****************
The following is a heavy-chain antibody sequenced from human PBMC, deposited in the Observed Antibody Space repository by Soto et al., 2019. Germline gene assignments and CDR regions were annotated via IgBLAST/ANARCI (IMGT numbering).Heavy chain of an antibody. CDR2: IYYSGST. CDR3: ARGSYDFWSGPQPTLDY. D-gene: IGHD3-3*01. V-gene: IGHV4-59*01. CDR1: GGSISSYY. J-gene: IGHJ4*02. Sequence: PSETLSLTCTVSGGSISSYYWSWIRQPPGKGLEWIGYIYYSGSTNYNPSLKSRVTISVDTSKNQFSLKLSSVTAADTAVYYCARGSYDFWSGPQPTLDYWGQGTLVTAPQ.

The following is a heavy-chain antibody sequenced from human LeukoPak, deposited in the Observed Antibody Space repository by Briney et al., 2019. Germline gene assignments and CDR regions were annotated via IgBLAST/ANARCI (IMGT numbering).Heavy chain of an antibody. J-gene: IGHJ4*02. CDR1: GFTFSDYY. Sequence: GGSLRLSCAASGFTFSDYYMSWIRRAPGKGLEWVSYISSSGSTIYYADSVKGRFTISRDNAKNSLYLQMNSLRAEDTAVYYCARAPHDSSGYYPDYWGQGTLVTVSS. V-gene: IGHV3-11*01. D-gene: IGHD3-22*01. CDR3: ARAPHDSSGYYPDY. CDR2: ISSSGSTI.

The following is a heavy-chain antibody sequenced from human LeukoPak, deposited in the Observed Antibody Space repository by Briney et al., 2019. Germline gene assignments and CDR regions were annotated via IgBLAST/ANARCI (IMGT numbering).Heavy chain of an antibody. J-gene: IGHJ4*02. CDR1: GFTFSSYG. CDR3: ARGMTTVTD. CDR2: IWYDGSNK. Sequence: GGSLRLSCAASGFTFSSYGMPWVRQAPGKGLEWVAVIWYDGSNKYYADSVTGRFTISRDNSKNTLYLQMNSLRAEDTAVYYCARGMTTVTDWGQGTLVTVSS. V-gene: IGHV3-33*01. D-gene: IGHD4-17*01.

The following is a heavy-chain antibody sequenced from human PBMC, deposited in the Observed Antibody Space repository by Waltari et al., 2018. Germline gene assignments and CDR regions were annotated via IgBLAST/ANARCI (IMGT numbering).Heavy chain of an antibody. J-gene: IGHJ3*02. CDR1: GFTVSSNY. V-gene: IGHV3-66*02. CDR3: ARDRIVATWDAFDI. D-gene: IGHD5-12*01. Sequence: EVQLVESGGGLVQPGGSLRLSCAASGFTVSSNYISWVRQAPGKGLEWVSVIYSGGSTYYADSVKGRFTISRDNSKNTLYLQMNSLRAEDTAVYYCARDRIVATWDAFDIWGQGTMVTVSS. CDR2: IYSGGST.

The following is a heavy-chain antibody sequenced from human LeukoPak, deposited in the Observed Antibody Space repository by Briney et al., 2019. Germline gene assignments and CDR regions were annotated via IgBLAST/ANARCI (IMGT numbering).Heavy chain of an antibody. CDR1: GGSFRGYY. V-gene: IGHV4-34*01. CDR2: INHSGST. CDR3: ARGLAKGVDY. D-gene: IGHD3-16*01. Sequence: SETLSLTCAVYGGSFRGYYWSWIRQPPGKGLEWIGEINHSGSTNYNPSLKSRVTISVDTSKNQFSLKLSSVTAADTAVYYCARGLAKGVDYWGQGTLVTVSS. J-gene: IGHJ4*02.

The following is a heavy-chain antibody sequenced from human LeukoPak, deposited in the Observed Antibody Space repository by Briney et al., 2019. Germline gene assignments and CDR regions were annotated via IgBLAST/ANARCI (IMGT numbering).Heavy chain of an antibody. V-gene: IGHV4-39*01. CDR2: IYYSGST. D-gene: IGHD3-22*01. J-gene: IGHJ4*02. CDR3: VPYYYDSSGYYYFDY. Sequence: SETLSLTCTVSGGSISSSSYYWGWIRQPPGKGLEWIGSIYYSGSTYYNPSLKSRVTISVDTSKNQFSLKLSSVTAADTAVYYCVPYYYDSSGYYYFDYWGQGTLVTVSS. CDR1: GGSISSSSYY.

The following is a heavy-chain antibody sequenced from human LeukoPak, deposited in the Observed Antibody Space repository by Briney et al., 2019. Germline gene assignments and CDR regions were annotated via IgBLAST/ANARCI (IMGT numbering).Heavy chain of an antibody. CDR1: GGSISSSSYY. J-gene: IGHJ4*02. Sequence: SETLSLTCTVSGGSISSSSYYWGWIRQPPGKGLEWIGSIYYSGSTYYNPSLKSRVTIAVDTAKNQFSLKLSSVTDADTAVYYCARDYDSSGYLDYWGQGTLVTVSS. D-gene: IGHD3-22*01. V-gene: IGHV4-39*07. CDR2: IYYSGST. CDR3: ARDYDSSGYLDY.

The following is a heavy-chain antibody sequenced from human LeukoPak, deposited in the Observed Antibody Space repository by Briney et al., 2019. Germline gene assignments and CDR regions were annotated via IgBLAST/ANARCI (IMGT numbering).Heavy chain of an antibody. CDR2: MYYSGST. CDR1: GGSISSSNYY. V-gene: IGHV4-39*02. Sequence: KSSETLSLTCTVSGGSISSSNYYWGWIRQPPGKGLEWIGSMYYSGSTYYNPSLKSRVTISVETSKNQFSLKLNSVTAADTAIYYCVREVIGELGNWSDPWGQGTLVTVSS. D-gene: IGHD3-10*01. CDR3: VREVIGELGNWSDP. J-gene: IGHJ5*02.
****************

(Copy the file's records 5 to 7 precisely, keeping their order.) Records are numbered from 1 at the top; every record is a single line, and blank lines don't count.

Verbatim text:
The following is a heavy-chain antibody sequenced from human LeukoPak, deposited in the Observed Antibody Space repository by Briney et al., 2019. Germline gene assignments and CDR regions were annotated via IgBLAST/ANARCI (IMGT numbering).Heavy chain of an antibody. CDR1: GGSFRGYY. V-gene: IGHV4-34*01. CDR2: INHSGST. CDR3: ARGLAKGVDY. D-gene: IGHD3-16*01. Sequence: SETLSLTCAVYGGSFRGYYWSWIRQPPGKGLEWIGEINHSGSTNYNPSLKSRVTISVDTSKNQFSLKLSSVTAADTAVYYCARGLAKGVDYWGQGTLVTVSS. J-gene: IGHJ4*02.

The following is a heavy-chain antibody sequenced from human LeukoPak, deposited in the Observed Antibody Space repository by Briney et al., 2019. Germline gene assignments and CDR regions were annotated via IgBLAST/ANARCI (IMGT numbering).Heavy chain of an antibody. V-gene: IGHV4-39*01. CDR2: IYYSGST. D-gene: IGHD3-22*01. J-gene: IGHJ4*02. CDR3: VPYYYDSSGYYYFDY. Sequence: SETLSLTCTVSGGSISSSSYYWGWIRQPPGKGLEWIGSIYYSGSTYYNPSLKSRVTISVDTSKNQFSLKLSSVTAADTAVYYCVPYYYDSSGYYYFDYWGQGTLVTVSS. CDR1: GGSISSSSYY.

The following is a heavy-chain antibody sequenced from human LeukoPak, deposited in the Observed Antibody Space repository by Briney et al., 2019. Germline gene assignments and CDR regions were annotated via IgBLAST/ANARCI (IMGT numbering).Heavy chain of an antibody. CDR1: GGSISSSSYY. J-gene: IGHJ4*02. Sequence: SETLSLTCTVSGGSISSSSYYWGWIRQPPGKGLEWIGSIYYSGSTYYNPSLKSRVTIAVDTAKNQFSLKLSSVTDADTAVYYCARDYDSSGYLDYWGQGTLVTVSS. D-gene: IGHD3-22*01. V-gene: IGHV4-39*07. CDR2: IYYSGST. CDR3: ARDYDSSGYLDY.